Adapting Pharmacy Education to Meet Needs During a Pandemic

Ed Foote, dean of Philadelphia College of Pharmacy, discusses ways the school adapted to the needs of students and to maintain education during the COVID-19 pandemic.

Ed Foote, dean, Philadelphia College of Pharmacy, University of the Sciences in Philadelphia, discusses ways the school adapted to the needs of students and to maintain education during the coronavirus disease 2019 (COVID-19) pandemic.

Ed Foote: The changes to student learning has really been dramatic. Towards the middle of march, we essentially went totally remote, as many universities in the region did. Such that students learned online. Many of our classes were what we call were simultaneous. So, they were student- the faculty would hold classes and then students would sign in, usually to a zoom account, and we’d have classes. Some of our, the learning was done asynchronously. Where there might be some recorded lectures and we even did examinations at home. So that students were tested at home on the computer.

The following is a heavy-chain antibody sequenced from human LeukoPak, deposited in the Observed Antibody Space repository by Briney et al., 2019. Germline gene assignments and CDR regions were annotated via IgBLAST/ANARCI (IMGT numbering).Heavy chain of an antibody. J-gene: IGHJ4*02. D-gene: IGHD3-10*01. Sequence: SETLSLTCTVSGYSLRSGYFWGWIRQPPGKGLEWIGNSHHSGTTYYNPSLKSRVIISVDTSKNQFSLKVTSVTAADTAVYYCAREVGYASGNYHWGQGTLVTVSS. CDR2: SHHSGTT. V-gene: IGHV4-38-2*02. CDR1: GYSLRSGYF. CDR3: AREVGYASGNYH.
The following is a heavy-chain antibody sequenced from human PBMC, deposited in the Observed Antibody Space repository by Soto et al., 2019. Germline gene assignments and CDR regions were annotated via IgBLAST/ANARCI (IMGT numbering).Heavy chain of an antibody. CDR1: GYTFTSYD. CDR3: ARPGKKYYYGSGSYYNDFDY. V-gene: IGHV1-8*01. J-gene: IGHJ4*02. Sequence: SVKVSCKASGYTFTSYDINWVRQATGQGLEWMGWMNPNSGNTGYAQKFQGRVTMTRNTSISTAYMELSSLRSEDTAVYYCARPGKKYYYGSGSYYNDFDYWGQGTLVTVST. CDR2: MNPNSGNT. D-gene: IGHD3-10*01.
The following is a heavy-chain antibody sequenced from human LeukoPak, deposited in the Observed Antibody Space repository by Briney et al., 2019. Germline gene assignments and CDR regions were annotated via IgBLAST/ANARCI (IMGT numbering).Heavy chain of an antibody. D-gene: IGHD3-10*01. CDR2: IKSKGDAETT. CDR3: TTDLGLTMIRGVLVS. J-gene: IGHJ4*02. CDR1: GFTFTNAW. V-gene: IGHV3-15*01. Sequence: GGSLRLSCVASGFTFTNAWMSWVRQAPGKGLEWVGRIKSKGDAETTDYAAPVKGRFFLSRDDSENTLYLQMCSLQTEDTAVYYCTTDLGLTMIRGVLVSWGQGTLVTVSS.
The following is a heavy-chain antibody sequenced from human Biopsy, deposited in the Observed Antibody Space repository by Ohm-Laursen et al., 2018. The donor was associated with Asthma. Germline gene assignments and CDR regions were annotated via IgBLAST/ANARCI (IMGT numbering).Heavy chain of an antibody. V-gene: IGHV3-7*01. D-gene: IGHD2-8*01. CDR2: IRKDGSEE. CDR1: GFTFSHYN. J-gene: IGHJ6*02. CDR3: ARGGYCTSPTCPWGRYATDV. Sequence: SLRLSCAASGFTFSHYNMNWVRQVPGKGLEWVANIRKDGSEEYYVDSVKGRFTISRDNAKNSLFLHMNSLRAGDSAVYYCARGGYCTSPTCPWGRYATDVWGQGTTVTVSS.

The other part of our educational model is the experiential learning, rotations. All the rotations were affected as well. Many of our students had to also do rotations remotely. Luckily, we had just minor interruptions to the learning, and we were able to reschedule many students. But it was challenging semester for everybody involved, students as well as faculty.